How Buyouts Drive Ginnie Mae Prepayment Speeds
Because Ginnie Mae mortgage-backed securities are backed by the full faith and credit of the U.S. government, investors are not subject to credit losses. However, the potential for non-performing loan buyouts creates an additional layer of prepayment risk. As with any prepayment, investors receive the unpaid principal balance of the loan that goes through buyout. However, for all 30-year pass-throughs with 3% and higher coupons trading above par, any prepayment (due to a buyout or otherwise) represents a loss to the investor.
So how much of a concern are buyouts for investors?
Prepayments for Ginnie Mae MBS are comprised of a voluntary component (the conditional repayment rate, CRR) along with an involuntary portion (the conditional buyout rate or CBR). Since FHA and VA loans, the primary collateral backing Ginnie Mae MBS, typically behave differently, we analyze their performance separately. The analysis that follows is based on all 30-year FHA and VA loans originated since 2014 that are included in Ginnie Mae pools. The chart below illustrates the dramatic convergence in speeds relative to the end of 2016 when VA loans were paying 7% to 8% faster than FHA loans.
Deconstructing the overall prepayment rate reveals that the convergence is due to both a narrowing of the CRR difference along with a spike in the CBR for FHA loans beginning in June of this year.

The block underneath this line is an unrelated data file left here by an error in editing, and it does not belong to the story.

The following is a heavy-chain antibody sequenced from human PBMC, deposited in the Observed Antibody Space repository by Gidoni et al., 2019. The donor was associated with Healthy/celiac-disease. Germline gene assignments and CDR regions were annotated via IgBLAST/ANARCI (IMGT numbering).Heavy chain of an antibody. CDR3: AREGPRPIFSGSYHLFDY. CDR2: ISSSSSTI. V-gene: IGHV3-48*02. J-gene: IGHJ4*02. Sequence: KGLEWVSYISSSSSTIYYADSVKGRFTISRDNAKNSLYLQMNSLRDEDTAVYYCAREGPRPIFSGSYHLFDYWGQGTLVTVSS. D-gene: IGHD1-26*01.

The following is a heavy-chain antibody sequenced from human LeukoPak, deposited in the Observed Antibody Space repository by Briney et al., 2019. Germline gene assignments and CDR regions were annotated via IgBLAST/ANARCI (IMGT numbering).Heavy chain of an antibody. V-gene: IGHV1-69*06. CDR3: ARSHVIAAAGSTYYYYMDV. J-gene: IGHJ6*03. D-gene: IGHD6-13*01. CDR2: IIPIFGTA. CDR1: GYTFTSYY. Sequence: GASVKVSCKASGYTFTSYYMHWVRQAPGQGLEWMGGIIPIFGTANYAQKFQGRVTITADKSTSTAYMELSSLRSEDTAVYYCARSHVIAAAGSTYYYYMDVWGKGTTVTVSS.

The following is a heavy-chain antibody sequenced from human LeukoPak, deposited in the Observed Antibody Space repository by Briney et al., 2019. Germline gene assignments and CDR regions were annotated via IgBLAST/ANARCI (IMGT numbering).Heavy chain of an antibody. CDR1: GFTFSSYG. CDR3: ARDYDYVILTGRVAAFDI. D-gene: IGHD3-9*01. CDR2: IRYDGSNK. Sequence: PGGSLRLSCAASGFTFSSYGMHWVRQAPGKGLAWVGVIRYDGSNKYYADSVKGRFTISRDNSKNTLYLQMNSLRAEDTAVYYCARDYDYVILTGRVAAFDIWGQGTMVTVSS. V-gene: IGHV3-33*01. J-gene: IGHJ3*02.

Serious delinquencies are a leading indicator of future buyouts. Comparing the percentage of 90-day (or more) delinquencies as a percentage of the outstanding balance indicates a fairly consistent difference (54 bps on average) between FHA and VA loans, with both trending upward.
If we further stratify the loans based on vintage and look at the patterns as the loans age, will there be any material differences?
The 2014 vintage FHA cohort has performed poorly based on the buyout rate relative to the newer vintages. The 2016 vintage appears to be aging in a similar manner to the 2015 vintage while the early results for the 2017 cohort place it somewhere between the 2014 and 2015 vintages. All of the VA vintages have experienced fewer buyouts than their FHA counterparts. The 2016 VA cohort is the standout thus far followed by the 2015 and 2014 vintages. With only a few months of data to go on, the 2017 VA loans are outperforming the 2014 and 2015 loans, but are not as stellar as the 2016s.
The patterns largely carry over to the 90-day or more delinquencies. 2014 vintage FHA loans generally show the highest serious delinquency percentage at any given age. However, the 2015 cohort has experienced a sharp uptick beginning at 27 months and, at an age of 31 months, exceeds the 2014 level. VA loans do not exhibit a meaningful difference among the vintages.
Buyouts should be a consideration for Ginnie Mae investors, particularly for FHA loans. The analysis has shown that buyout rates are significantly higher for FHA loans relative to VA loans. With the CBR for FHA loans averaging 3.2x higher than the VA CBR over the last twelve months it needs to be factored into the investment equation.